At The Table With...Jean Kwok, author of "Mambo In Chinatown"
Today we're twirling with Jean Kwok, the Netherlands-based author of Mambo In Chinatown, which I paired with "fake-out" chow mein earlier this week. The novel is Jean's second, and features a good dose of inspiration from her own life. Like her protagonist, Charlie, Jean too labored in Chinatown before working as a professional dancer for some time. Here's how Jean sums up Mambo In Chinatown's plot, in her own words:
"At the beginning of the book, Charlie is a dishwasher in a noodle restaurant. She gets the chance to be the receptionist at a ballroom dance studio and gains access to a whole new and glamorous world as she discovers her own hidden dance talent. However, as Charlie blossoms, her little sister becomes ill and when their father insists on treating her sister exclusively with Eastern medicine, Charlie is forced to try to reconcile her two selves and her two worlds to rescue her little sister and herself. "
Read on to get to know Jean!
What is your all-time favorite book?
There are so many wonderful books and my all-time favorite changes, but at this moment, it’s The Blind Assassin by Margaret Atwood. I love the voice, the way she weaves different narratives and media like newspaper clippings into one complete storyline.
What meal do you love to cook?
I’m actually quite infamous for burning food. In fact, when I offered to make pancakes for my kids as a treat, they both cried in unison, “Oh no, not your pancakes!”
I do like to bake, mainly because I’m truly interested in desserts and also because the oven turns itself off, a wonderful trait.
In terms of food, one of my favorite dishes to make is a Chinese version of the Indonesian soup, soto. Basically, you set a pot of steaming broth in the middle of the table and arrange condiments all around it. People add what they want to their bowls, then pour the hot broth over their ingredients. It’s always so much fun for people to build their own soups and you can choose to make this soup into whatever you like. The full recipe is here, along with some other tried-and-true dishes for book clubs who are reading my books.
What is your favorite food scene from a book?
I was absolutely fascinated by the scene from The Lion, the Witch and the Wardrobe by C.S. Lewis when the Queen makes magical Turkish Delight. As a recent immigrant from Hong Kong when I first read this, I had no idea what these sweets could be and dreamed about the mysteries for Turkish Delight for years. Nowadays, I love going on holiday to Turkey and I always pick up fresh Turkish Delight when I’m there.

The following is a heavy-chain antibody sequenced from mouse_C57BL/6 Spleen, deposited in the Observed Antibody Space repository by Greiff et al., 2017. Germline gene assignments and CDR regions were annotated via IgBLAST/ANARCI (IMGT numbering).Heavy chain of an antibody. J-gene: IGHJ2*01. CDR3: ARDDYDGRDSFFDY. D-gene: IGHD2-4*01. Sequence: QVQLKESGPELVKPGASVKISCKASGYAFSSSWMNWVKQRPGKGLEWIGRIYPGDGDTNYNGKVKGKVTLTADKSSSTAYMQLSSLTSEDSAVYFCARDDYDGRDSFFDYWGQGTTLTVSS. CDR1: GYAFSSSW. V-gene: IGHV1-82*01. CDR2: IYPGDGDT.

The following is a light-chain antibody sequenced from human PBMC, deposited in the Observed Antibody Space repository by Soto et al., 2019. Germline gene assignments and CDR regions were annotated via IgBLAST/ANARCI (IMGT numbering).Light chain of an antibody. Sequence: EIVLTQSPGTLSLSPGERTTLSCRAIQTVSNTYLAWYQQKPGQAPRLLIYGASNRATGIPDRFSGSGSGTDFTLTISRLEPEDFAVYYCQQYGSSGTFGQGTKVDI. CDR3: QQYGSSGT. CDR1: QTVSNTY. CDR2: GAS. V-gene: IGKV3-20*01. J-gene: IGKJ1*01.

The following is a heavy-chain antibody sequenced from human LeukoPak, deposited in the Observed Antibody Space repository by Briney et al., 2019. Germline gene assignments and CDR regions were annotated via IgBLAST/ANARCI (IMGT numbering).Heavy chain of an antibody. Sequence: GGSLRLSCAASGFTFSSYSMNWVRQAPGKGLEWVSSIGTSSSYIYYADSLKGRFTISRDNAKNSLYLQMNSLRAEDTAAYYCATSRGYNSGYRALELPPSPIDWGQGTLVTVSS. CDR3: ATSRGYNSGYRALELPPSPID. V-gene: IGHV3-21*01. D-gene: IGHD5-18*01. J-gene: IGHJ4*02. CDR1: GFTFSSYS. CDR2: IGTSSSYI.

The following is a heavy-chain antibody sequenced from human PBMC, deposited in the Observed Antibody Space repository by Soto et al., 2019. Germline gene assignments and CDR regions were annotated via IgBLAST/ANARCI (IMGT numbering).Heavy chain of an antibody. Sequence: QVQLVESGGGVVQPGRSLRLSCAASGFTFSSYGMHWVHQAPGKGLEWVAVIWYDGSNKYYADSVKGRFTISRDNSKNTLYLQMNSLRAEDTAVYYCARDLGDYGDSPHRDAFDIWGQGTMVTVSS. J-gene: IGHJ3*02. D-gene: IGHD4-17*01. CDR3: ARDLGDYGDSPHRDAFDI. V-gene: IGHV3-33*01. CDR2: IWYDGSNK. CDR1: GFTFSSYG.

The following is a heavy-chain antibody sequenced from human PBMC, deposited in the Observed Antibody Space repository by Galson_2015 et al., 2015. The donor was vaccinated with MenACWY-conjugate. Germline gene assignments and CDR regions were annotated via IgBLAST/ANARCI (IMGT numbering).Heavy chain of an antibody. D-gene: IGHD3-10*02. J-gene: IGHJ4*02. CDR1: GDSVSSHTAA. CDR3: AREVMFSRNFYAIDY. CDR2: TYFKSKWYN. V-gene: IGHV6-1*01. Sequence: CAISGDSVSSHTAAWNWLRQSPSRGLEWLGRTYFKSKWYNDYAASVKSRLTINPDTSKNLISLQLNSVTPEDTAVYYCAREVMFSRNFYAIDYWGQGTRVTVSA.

“The Queen let another drop fall from her bottle onto the snow and instantly there appeared a round box, tied with green silk ribbon, which, when opened turned out to contain several pounds of the best Turkish Delight. Each piece was sweet and light to the very center and Edmond had never tasted anything more delicious.”
Coffee or tea?
Definitely tea. I love the taste of coffee but can’t take the caffeine, I think because I’m naturally hyperactive.
What is the last book you abandoned?
I know how very hard it is to write a book and I have a policy of never being negative about another author’s work in public, so although I have abandoned books, I must keep mum about which ones they were. ;-)
Author you'd most like to meet for dinner, and your order?
Poet Pablo Neruda, for his passionate, lyrical writing. I’d take him to a great local Italian restaurant I know; I bet he’d enjoy their calamari and pizzas.
Where do you go to find new recipes?
Well, believe it or not, my readers know I’m such a bad cook that they often give me cookbooks when they see me! They don’t want me to starve. So I’m building up quite a collection…
Where do you go to find new reads?
Goodreads, Facebook or Twitter. Or I ask my Riverhead publishing team for recommendations — they read *everything* and they’re so smart too.
Tell us about your book — the inspiration for it, why you wrote it and your favorite aspects.
My heroine Charlie Wong in Mambo in Chinatown is based on me. I was such a disaster as a Chinese daughter: a terrible cook, unable to clean, dreamy, impractical and clumsy. I was also very poor and I worked in a garment factory in Chinatown with my family from the time I was five years old – I wasn’t allowed officially to work, of course, but I went there every day after school to help as much as I could, as did many other children there. Although I was fortunate enough to leave that life, my heart remains in Chinatown, along with the family and friends who still work long and grueling hours there.
At the beginning of the book, Charlie is a dishwasher in a noodle restaurant. She gets the chance to be the receptionist at a ballroom dance studio and gains access to a whole new and glamorous world as she discovers her own hidden dance talent. However, as Charlie blossoms, her little sister becomes ill and when their father insists on treating her sister exclusively with Eastern medicine, Charlie is forced to try to reconcile her two selves and her two worlds to rescue her little sister and herself.
In my own life, I also worked as a professional ballroom dancer for three years in between my degrees at Harvard and Columbia. It was such a revelation to me to find some sort of grace, although as you know, I am still hopelessly clumsy in the kitchen. With this book, I wanted to bring readers into two hidden places: working class Chinatown and the professional ballroom dance world. I wanted to write about someone poor, clumsy and seemingly untalented who goes on to discover the special interests and talents that make her happy and fulfilled.
Here is a recent video of me dancing with a professional partner, whom I did hit on the head by accident during rehearsals: